Last year, major department stores such as Macy’s and Sears proclaimed the closure of hundreds of stores across the country, resulting in a near shopping panic during the final Black Friday sales.
They weren’t the only retail chains to do so. Around 108 Kmart and 42 Sears stores announced both losses and closure, while Macy's disclosed it was working to restructure and redefine management, announcing plans to shut down 100 stores. The huge chain announced spending would be focused on fashion-forward in-store concepts, as well as website strategy, to attract more e-commerce clients. Many other mall staples, like Aeropostale, Wet Seal and The Limited are in the process or emerging from bankruptcy.
Today's e-commerce offers convenience and speed, and so giants like Amazon.com continue on a winning streak, gaining even more loyal customers as a result of retail closings.
Those retail brands that are still operational as usual — Target, Walmart and Kohl’s, for example — can’t let their guard down, however. There is constant pressure to make retail shopping the consumer’s choice, even over e-commerce.
As the New Year kicks off with season sales, does it mean that consumers will continue to move more toward e-commerce?
The answer seems to be a resounding "yes." Direct-to-customer (DT) business already grew over 71 percent in the last year, with over a third of consumers admitting having purchased directly from their favorite brand’s online portals.
Social engagement and online networking savvy had a lot to do with this surge. Brands who could continue to connect with shoppers at the flick of their wrists or tap of the finger had instant access to a growing market trend.
How Will Shopping Malls be Reshaped in the Near Future?
This depends on the consumer trends driving current shifts in shopping behavior.
In 2017, with open social media profiles and longer digital footprints, retailers will find it easier to access the shopping history and online behavior of shoppers.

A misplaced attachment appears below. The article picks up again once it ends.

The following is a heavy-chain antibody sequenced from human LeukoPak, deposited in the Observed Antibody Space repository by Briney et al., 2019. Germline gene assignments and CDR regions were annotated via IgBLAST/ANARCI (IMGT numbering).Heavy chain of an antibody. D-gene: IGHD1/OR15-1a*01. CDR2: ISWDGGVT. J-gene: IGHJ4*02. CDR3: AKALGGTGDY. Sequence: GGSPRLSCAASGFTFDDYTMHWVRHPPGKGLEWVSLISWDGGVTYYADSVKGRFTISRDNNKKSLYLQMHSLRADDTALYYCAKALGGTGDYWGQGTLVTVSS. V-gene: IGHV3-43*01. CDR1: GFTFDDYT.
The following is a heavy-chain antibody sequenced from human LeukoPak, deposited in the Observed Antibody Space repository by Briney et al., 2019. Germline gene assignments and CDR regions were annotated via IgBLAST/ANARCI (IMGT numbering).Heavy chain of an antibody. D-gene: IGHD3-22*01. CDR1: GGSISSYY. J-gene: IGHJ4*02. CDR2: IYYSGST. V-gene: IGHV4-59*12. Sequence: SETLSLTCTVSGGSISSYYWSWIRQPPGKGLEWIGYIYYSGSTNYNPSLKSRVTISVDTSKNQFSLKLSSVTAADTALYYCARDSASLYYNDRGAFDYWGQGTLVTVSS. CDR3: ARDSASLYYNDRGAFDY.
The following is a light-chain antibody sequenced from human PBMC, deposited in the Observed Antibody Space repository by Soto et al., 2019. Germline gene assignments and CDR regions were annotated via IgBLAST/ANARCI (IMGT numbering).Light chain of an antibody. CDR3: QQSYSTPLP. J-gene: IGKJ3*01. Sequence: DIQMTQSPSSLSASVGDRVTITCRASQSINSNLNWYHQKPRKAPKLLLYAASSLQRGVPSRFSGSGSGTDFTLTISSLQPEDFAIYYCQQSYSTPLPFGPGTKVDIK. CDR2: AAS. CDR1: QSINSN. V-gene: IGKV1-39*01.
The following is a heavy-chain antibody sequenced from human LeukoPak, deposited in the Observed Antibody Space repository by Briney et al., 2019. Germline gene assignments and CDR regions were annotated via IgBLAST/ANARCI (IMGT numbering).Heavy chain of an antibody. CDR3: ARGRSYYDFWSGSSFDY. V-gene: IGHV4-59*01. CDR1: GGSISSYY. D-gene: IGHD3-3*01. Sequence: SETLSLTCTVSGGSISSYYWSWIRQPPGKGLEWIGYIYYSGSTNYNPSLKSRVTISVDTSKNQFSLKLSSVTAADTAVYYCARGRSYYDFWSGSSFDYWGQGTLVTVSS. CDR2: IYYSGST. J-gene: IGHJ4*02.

Today’s shoppers want the insta-life, and they're likely to expect much more of it in the months to come. We see more experiential shoppers enjoying virtual reality as it feeds their need for instant gratification.
No waiting long months to purchase that luxury item, when they can easily buy it at a runway show. Chains that want to stay on top of their game need to learn how to react as instantly and provide the younger shoppers with that feeling of satisfaction.
“Media is becoming the store,” says Doug Stephens, author of "The Retail Revival." He predicts that the two will converge even more in 2017, making experiential media the focus. Chains will have to look into new added-value and loyalty services to hold on to their customers but also provide a great product experience instantly. "One-click and it’s yours" will continue to prevail.
Nike and L’Oreal remain examples of brands that continue to provide great e-commerce solutions. They focus on digital storytelling and keep the conversation going with their consumers through constant social engagement, inviting them to be a part of that story.
McMillan Doolittle’s Mara Devitt tells us that subscription services are helping some retailers to boost their brands again.
“Retailers in all segments need to think differently about how they’re enabling shoppers to experience the merchandise and pay,” she says, citing Trendsend by Evereve, MM.LaFleur and Stitch Fix.
In conclusion, it seems we will see more of a digital shift. E-commerce software will take center stage. Digital marketers will continue to provide products through brand strategies that target shopper's emotions.
Retail brands will move more towards mobile shares as trend forecasters expect global e-commerce to grow this coming year by as much as 70 percent. This is classified as a shift, not necessarily a radical transformation, as retailers are already accustomed to providing customers with the ideal ecommerce experience.
With in-store shopping experiences, retailers will have to focus on less inventory and more interactivity to keep their clients engaged.